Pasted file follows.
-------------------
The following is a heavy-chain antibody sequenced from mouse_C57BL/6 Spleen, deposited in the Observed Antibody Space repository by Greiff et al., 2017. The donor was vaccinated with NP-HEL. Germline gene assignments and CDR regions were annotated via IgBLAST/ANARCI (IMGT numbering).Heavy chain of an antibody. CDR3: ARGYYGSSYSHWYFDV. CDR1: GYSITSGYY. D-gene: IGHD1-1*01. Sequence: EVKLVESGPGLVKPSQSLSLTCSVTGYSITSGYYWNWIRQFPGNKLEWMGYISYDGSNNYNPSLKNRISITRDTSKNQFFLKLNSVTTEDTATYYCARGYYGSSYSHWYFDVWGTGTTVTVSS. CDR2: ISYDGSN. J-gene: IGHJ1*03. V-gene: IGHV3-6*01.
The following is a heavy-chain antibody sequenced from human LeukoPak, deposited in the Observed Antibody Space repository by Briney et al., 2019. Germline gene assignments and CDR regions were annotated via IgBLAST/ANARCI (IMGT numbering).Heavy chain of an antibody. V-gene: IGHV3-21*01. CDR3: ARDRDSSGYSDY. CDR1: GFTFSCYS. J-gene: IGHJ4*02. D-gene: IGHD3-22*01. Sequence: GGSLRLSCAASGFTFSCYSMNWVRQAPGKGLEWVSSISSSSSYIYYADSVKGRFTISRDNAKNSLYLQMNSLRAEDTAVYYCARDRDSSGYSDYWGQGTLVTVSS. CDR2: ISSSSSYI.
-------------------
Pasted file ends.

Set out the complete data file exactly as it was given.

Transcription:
The following is a heavy-chain antibody sequenced from mouse_C57BL/6 Spleen, deposited in the Observed Antibody Space repository by Greiff et al., 2017. The donor was vaccinated with NP-HEL. Germline gene assignments and CDR regions were annotated via IgBLAST/ANARCI (IMGT numbering).Heavy chain of an antibody. CDR3: ARGYYGSSYSHWYFDV. CDR1: GYSITSGYY. D-gene: IGHD1-1*01. Sequence: EVKLVESGPGLVKPSQSLSLTCSVTGYSITSGYYWNWIRQFPGNKLEWMGYISYDGSNNYNPSLKNRISITRDTSKNQFFLKLNSVTTEDTATYYCARGYYGSSYSHWYFDVWGTGTTVTVSS. CDR2: ISYDGSN. J-gene: IGHJ1*03. V-gene: IGHV3-6*01.
The following is a heavy-chain antibody sequenced from human LeukoPak, deposited in the Observed Antibody Space repository by Briney et al., 2019. Germline gene assignments and CDR regions were annotated via IgBLAST/ANARCI (IMGT numbering).Heavy chain of an antibody. V-gene: IGHV3-21*01. CDR3: ARDRDSSGYSDY. CDR1: GFTFSCYS. J-gene: IGHJ4*02. D-gene: IGHD3-22*01. Sequence: GGSLRLSCAASGFTFSCYSMNWVRQAPGKGLEWVSSISSSSSYIYYADSVKGRFTISRDNAKNSLYLQMNSLRAEDTAVYYCARDRDSSGYSDYWGQGTLVTVSS. CDR2: ISSSSSYI.